Novaya Gazeta, one of Russia’s last remaining independent media, said it would halt operations until the end of the war in Ukraine After she received a second warning from state censorship for allegedly violating the country’s “foreign client” law.
The warning came a day after it happened Editor in Chief, Dmitry Muratovspoke with the President of Ukraine, Volodymyr Zelensky, at Group interview with Russian journalists Soon it was banned by the state media censorship agency, Roskomnadzor.
Novaya Gazeta is one of the most important independent newspapers in the country. Several of its journalists have been killed since the 1990s in retaliation for their reporting, including the war in Chechnya.
Roskomnadzor’s warning to Novaya Gazeta was allegedly motivated by the newspaper’s failure to identify a “foreign client” in an unspecified publication. But it appears to be retaliation for the newspaper’s decision to report on the war and Muratov’s participation in the interview with Zelensky.
In an attempt to avoid shutdown, the newspaper announced its abrupt decision to halt publication until the end of Russia’s “special operation”, the Kremlin’s official term for the invasion.
“We have received another warning from Roskomnadzor,” Novaya Gazeta’s editorial board wrote in a statement. After that, we will suspend the publication of the newspaper on the Internet and in print until the end of the “special operation on the territory of Ukraine”.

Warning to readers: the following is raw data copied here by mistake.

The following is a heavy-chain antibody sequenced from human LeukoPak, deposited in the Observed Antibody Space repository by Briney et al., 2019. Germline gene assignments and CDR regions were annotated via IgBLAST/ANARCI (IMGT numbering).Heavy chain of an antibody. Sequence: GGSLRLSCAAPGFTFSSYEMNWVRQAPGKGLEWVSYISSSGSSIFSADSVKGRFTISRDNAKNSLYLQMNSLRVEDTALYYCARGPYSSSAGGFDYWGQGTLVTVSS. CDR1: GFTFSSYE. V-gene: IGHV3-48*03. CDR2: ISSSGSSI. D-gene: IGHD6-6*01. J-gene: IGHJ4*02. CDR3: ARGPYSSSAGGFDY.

The editorial board noted that the newspaper’s license could be revoked because it had received two warnings from Roskomnadzor. She received her first warning last week.
Muratov, from Received the Nobel Peace Prize in 2021 For his efforts to uphold press freedoms in Russia, he decided to continue publishing Novaya Gazeta while complying with Roskomnadzor’s directive prohibiting journalists from describing the conflict as a “war” or “invasion”.
While other outlets such as the Echo of Moscow and TV Rain were banned from Russia, Novaya Gazeta continued to report on the war and the impact of sanctions on the Russian economy. It is one of the only Russian news outlets to have a reporter in Ukraine sending messages about the impact of the war on Ukrainians.
“I want to fully express my solidarity with Novaya Gazeta, her journalists and editor-in-chief,” wrote Alexei Venediktov, the former editor of the Echo of Moscow. “I hope you will soon return to your readers, and therefore to me.”
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